You’re having a lovely day with your precious, content little newborn and all of a sudden 5pm hits and they are screaming their lungs out and nothing you do seems to help. This is what is known as newborn witching hour, although it can often last for two or more hours at a time. It’s a period of extreme fussiness in an otherwise happy, healthy baby, and usually falls between the hours of 5pm and 11pm. While perfectly normal newborn behaviour, it can be incredibly distressing for parents who are trying everything to help their babies to no avail. Many of the suggestions for helping baby to fall asleep when they’re tired may also help you get through your baby’s witching hour - if they have one. Swaddling, rocking, using white noise, holding them on their left side (helps with digestion), holding them in a carrier – these are all ways you can try to comfort your baby while they’re crying. It is also important to eliminate the most common reasons for a baby crying first (i.e. hungry, tired, dirty nappy, tummy pain etc.). If you begin to feel too overwhelmed, it is always advisable to put baby in their crib or basinet and take a few minutes to compose yourself and breathe. It is important to take care of yourself as well as baby in those intense moments. And rest assured that most babies will outgrow the witching hour by 3 months of age – so hang in there!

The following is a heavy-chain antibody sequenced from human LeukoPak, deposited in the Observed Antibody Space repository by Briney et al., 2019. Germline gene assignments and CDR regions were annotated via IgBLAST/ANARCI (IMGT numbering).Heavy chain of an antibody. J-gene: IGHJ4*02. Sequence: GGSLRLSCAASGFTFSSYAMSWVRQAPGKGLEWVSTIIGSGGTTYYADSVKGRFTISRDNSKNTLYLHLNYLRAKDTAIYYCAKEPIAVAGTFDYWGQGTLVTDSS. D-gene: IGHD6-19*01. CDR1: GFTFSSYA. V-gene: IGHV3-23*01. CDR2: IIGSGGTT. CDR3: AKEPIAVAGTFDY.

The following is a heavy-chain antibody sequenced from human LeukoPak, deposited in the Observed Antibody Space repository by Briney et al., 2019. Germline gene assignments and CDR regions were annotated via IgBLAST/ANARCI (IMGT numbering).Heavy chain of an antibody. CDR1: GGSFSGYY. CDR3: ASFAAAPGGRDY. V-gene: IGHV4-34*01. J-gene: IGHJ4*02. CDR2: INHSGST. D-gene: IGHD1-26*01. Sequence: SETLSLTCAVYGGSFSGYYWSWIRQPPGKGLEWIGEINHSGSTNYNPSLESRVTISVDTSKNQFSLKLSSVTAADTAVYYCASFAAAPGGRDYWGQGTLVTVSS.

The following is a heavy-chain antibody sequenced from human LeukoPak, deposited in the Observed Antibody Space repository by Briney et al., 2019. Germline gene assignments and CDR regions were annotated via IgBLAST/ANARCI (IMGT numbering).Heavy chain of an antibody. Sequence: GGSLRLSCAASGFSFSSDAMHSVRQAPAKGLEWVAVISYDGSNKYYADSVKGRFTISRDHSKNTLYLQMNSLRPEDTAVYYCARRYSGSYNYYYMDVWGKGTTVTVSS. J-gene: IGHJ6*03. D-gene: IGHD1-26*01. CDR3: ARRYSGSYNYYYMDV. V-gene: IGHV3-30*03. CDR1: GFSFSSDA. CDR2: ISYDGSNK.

- WHEN DO BABIES START “SLEEPING THROUGH THE NIGHT”?
When you hear the term “sleeping through the night” you probably assume that this means a baby is sleeping 10-12 hours straight. However, for newborns, sleeping through the night means being able to do stretches of 6+ hours at a time. It is biologically normal for some babies to need a feed overnight even up to 12 months of age, so if your baby begins doing longer stretches of 6+ hours and is able to settle quickly for another sleep after a feed, congratulations! Your little love is technically sleeping through the night. Eventually, an unbroken night sleep pattern of 10-12 hours will likely emerge for all children, but the timing will be different for each individual based on a range of factors including their temperament and nutrition. While it can be a challenging wait, you will get your sleep back at some point. You can pretty much say goodbye to sleep ins for the foreseeable future though – sorry!